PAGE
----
A major research interest in the lab is Kirlian photography, which requires neither camera nor lens to record its curious pictures; it sends an electrical charge into the object being photographed. Kirlian photography is probably as controversial a research area as Uri Geller, some scientists claiming that the emanations that appear around fingers, leaves, metals (or anything at all) are merely an electrical artifact, or the commonplace “corona discharge.” (In our experience we have found that corona discharge is indeed a major component, but does nothing to explain results like the “phantom leaf effect ” as illustrated in Plate 19.) We knew that Geller had participated in a few Kirlian experiments; in fact, we had in the lab the slides shown in Plates 20 and 21, taken two years previously by Henry Dakin and James Hickman in San Francisco.(4) Plate 20 shows Geller’s fingertip at rest, below Dakin’s watch. Plate 21 shows Geller “sending energy” toward the watch. One can see a “spurt” emerging from the fingertip. In the hope that Geller would agree to a similar study, our Kirlian equipment was ready in the isolation booth (which also serves as a photographic studio and darkroom). Also ready in the booth were chemicals for instant development of the film, should Geller agree.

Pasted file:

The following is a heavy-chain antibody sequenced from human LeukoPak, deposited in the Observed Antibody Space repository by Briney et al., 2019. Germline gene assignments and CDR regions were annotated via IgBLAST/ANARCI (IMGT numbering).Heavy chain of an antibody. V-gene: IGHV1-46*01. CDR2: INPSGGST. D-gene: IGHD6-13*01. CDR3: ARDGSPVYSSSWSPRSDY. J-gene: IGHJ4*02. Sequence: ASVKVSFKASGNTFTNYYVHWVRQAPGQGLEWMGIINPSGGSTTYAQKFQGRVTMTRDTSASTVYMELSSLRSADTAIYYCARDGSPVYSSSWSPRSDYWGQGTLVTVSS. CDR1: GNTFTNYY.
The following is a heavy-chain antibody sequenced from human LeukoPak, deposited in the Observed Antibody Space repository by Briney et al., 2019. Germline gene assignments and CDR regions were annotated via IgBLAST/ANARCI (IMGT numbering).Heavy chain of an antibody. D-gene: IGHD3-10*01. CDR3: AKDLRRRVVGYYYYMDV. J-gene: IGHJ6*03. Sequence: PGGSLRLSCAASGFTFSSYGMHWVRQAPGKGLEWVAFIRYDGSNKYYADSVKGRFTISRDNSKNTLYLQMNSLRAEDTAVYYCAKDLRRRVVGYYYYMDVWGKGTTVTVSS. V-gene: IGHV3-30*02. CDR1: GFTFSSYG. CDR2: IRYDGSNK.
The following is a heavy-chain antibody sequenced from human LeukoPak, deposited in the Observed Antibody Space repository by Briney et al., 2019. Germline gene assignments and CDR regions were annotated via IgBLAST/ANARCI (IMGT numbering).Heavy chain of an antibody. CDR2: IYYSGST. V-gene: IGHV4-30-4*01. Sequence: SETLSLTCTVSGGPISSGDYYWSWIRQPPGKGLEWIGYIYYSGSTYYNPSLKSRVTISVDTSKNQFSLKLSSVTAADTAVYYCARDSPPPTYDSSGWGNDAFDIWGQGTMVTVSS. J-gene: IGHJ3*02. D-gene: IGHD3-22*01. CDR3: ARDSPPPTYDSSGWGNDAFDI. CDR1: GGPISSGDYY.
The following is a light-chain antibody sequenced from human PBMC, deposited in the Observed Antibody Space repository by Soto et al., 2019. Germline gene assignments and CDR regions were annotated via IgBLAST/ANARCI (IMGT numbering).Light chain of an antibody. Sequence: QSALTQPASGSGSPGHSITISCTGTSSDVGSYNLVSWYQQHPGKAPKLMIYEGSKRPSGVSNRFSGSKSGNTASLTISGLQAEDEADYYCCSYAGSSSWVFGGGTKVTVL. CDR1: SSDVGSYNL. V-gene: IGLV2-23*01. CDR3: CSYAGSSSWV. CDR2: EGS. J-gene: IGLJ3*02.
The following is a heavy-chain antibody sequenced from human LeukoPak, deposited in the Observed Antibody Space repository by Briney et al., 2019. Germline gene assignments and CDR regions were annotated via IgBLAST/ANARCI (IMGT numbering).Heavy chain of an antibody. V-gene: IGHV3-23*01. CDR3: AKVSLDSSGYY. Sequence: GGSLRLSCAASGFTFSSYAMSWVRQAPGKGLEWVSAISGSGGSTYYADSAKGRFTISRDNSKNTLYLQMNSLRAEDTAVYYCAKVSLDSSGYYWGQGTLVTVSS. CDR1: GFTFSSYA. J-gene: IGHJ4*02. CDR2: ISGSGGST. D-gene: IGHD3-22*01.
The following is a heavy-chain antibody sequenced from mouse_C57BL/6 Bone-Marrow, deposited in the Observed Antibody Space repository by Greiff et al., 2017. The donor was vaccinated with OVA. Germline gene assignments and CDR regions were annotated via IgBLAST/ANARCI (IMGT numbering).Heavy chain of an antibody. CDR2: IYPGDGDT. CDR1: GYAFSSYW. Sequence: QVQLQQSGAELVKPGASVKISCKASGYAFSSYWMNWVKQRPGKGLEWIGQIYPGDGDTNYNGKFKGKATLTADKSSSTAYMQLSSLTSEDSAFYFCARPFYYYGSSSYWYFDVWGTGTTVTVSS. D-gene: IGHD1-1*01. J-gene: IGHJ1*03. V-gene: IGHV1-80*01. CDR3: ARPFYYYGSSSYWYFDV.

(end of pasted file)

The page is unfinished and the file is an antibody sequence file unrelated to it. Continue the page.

By two-thirty, last-minute details were being set straight, accompanied by scoffing comments to the effect that Geller was notoriously unreliable and would fail to appear. At which time the phone rang. It was a friend of Geller’s, announcing that they had just finished lunch at the village drugstore and were unable to find the lab. Immediately two attractive volunteers were sent to bring them. Uri arrived, therefore, not promptly but ahead of time. First surprise.

The second surprise was his enthusiasm and knowledge of our research. The third was his immediate appraisal of the lab. He looked at the array of cutlery and watches on the table and said he was not interested in demonstrating his usual bag of tricks. He wanted, rather, to see if any kind of energy, emanating from him, could be photographed with the Kirlian device. “What kind of controlled study can I do with Kirlian?” he asked. Immediately I flashed on the projector and showed the two Dakin/Hickman slides (Plates 20 and 21). Uri studied the slides, puzzled. “But what are, these pictures?” he asked. Apparently, when this study had been done, in Geller’s hotel, the film had been taken away to be processed, and Uri had never seen the results. I expressed surprise, but Uri shrugged, explaining that he had done only casual work with Kirlian photography, with “inconclusive results.” He was hoping for controlled studies with us.